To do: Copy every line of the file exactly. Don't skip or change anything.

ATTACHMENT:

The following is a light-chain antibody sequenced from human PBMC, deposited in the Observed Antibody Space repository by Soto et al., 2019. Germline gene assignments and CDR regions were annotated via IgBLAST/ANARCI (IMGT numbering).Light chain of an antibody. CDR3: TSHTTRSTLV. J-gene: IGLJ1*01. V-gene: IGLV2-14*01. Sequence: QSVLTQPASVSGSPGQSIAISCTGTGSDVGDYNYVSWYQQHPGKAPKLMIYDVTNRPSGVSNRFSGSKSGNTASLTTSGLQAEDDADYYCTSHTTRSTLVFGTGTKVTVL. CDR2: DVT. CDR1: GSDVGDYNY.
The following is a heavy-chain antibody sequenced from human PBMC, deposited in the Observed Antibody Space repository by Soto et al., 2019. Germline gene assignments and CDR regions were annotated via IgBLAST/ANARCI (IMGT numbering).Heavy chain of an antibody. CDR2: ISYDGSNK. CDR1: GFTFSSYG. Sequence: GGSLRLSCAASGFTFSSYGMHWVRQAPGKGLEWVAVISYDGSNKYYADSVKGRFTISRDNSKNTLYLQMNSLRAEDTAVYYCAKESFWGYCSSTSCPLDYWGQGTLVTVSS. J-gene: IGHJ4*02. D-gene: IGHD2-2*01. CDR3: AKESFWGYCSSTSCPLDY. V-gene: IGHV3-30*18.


The following is a light-chain antibody sequenced from human PBMC, deposited in the Observed Antibody Space repository by Soto et al., 2019. Germline gene assignments and CDR regions were annotated via IgBLAST/ANARCI (IMGT numbering).Light chain of an antibody. CDR3: TSHTTRSTLV. J-gene: IGLJ1*01. V-gene: IGLV2-14*01. Sequence: QSVLTQPASVSGSPGQSIAISCTGTGSDVGDYNYVSWYQQHPGKAPKLMIYDVTNRPSGVSNRFSGSKSGNTASLTTSGLQAEDDADYYCTSHTTRSTLVFGTGTKVTVL. CDR2: DVT. CDR1: GSDVGDYNY.
The following is a heavy-chain antibody sequenced from human PBMC, deposited in the Observed Antibody Space repository by Soto et al., 2019. Germline gene assignments and CDR regions were annotated via IgBLAST/ANARCI (IMGT numbering).Heavy chain of an antibody. CDR2: ISYDGSNK. CDR1: GFTFSSYG. Sequence: GGSLRLSCAASGFTFSSYGMHWVRQAPGKGLEWVAVISYDGSNKYYADSVKGRFTISRDNSKNTLYLQMNSLRAEDTAVYYCAKESFWGYCSSTSCPLDYWGQGTLVTVSS. J-gene: IGHJ4*02. D-gene: IGHD2-2*01. CDR3: AKESFWGYCSSTSCPLDY. V-gene: IGHV3-30*18.